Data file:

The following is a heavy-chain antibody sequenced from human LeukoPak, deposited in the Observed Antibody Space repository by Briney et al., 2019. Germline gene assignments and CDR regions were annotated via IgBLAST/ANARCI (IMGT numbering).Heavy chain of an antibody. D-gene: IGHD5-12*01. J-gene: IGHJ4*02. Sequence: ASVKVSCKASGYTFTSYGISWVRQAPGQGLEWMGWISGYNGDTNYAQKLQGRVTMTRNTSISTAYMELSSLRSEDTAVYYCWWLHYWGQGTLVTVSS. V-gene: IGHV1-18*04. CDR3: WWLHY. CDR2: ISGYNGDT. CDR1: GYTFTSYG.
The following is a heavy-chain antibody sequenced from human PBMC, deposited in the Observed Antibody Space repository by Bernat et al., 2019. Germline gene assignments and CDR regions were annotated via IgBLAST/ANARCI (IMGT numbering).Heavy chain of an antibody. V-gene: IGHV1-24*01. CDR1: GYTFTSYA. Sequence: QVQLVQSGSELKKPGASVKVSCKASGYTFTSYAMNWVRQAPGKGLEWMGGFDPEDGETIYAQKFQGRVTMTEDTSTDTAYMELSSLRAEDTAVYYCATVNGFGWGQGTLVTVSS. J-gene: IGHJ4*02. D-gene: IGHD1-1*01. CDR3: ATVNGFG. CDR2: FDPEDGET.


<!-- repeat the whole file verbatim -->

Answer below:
The following is a heavy-chain antibody sequenced from human LeukoPak, deposited in the Observed Antibody Space repository by Briney et al., 2019. Germline gene assignments and CDR regions were annotated via IgBLAST/ANARCI (IMGT numbering).Heavy chain of an antibody. D-gene: IGHD5-12*01. J-gene: IGHJ4*02. Sequence: ASVKVSCKASGYTFTSYGISWVRQAPGQGLEWMGWISGYNGDTNYAQKLQGRVTMTRNTSISTAYMELSSLRSEDTAVYYCWWLHYWGQGTLVTVSS. V-gene: IGHV1-18*04. CDR3: WWLHY. CDR2: ISGYNGDT. CDR1: GYTFTSYG.
The following is a heavy-chain antibody sequenced from human PBMC, deposited in the Observed Antibody Space repository by Bernat et al., 2019. Germline gene assignments and CDR regions were annotated via IgBLAST/ANARCI (IMGT numbering).Heavy chain of an antibody. V-gene: IGHV1-24*01. CDR1: GYTFTSYA. Sequence: QVQLVQSGSELKKPGASVKVSCKASGYTFTSYAMNWVRQAPGKGLEWMGGFDPEDGETIYAQKFQGRVTMTEDTSTDTAYMELSSLRAEDTAVYYCATVNGFGWGQGTLVTVSS. J-gene: IGHJ4*02. D-gene: IGHD1-1*01. CDR3: ATVNGFG. CDR2: FDPEDGET.